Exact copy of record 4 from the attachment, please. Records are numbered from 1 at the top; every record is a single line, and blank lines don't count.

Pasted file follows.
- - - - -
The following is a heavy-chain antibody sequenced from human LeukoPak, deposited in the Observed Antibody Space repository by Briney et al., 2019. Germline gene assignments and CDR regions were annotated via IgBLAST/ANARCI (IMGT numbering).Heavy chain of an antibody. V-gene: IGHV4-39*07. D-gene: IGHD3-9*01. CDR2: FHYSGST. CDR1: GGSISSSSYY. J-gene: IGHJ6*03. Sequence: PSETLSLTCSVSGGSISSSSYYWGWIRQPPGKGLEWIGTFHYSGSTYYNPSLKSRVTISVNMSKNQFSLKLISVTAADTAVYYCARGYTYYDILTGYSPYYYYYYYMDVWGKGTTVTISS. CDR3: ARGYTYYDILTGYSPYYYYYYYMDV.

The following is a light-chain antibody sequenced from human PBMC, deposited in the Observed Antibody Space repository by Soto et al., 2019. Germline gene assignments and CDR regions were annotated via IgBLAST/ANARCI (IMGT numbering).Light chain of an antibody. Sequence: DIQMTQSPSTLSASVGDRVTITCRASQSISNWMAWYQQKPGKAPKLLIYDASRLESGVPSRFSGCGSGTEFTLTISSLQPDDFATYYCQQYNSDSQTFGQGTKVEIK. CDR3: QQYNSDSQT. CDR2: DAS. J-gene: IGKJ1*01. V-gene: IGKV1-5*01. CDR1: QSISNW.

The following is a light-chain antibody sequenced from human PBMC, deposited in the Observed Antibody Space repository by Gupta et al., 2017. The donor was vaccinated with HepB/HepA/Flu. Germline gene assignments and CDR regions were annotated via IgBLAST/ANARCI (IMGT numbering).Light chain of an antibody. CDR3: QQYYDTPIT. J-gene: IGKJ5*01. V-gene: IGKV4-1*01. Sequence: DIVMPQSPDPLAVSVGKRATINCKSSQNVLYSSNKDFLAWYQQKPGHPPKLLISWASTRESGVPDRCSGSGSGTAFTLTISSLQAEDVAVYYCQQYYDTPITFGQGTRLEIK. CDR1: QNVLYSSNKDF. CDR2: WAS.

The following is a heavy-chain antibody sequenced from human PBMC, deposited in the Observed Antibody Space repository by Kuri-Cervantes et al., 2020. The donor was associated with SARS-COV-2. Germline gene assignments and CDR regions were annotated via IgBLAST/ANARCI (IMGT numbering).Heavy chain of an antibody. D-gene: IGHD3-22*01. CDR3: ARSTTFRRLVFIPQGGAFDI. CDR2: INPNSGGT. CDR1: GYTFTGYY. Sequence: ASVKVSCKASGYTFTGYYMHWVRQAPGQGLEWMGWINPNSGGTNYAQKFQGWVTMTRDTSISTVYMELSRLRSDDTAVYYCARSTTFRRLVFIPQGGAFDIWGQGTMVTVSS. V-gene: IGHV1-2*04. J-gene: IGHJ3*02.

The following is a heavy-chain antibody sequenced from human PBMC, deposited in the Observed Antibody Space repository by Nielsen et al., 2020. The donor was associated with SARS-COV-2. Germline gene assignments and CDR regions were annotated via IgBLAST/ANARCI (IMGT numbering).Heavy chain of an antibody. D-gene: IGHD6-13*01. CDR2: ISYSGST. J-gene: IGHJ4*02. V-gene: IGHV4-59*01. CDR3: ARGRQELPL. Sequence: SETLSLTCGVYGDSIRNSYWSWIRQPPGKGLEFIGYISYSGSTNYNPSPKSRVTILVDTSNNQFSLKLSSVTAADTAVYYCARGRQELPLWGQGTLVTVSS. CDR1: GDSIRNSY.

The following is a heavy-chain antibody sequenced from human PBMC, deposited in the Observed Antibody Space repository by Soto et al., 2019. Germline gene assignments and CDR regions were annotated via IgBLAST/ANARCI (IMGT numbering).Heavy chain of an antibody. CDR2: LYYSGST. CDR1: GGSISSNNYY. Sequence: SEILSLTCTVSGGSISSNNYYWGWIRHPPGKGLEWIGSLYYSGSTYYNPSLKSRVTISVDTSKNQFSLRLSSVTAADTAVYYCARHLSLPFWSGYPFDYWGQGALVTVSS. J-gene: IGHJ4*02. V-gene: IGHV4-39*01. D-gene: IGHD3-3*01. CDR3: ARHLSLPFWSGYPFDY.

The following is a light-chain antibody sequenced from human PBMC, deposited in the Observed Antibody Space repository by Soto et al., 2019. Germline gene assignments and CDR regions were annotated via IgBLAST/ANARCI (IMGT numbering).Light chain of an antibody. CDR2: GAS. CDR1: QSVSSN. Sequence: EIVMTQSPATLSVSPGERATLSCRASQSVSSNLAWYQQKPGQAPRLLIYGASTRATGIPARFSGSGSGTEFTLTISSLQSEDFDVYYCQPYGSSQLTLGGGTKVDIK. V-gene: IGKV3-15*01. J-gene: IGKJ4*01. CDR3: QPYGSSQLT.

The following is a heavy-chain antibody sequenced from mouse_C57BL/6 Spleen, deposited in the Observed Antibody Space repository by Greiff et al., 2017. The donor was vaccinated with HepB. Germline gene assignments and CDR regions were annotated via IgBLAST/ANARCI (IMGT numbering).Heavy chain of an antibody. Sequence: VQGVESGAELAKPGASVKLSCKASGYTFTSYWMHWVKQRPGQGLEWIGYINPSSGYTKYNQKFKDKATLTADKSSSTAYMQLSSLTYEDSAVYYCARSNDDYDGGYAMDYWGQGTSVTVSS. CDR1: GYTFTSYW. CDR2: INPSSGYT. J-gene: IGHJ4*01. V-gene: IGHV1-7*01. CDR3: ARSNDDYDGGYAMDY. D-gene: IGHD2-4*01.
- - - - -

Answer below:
The following is a heavy-chain antibody sequenced from human PBMC, deposited in the Observed Antibody Space repository by Kuri-Cervantes et al., 2020. The donor was associated with SARS-COV-2. Germline gene assignments and CDR regions were annotated via IgBLAST/ANARCI (IMGT numbering).Heavy chain of an antibody. D-gene: IGHD3-22*01. CDR3: ARSTTFRRLVFIPQGGAFDI. CDR2: INPNSGGT. CDR1: GYTFTGYY. Sequence: ASVKVSCKASGYTFTGYYMHWVRQAPGQGLEWMGWINPNSGGTNYAQKFQGWVTMTRDTSISTVYMELSRLRSDDTAVYYCARSTTFRRLVFIPQGGAFDIWGQGTMVTVSS. V-gene: IGHV1-2*04. J-gene: IGHJ3*02.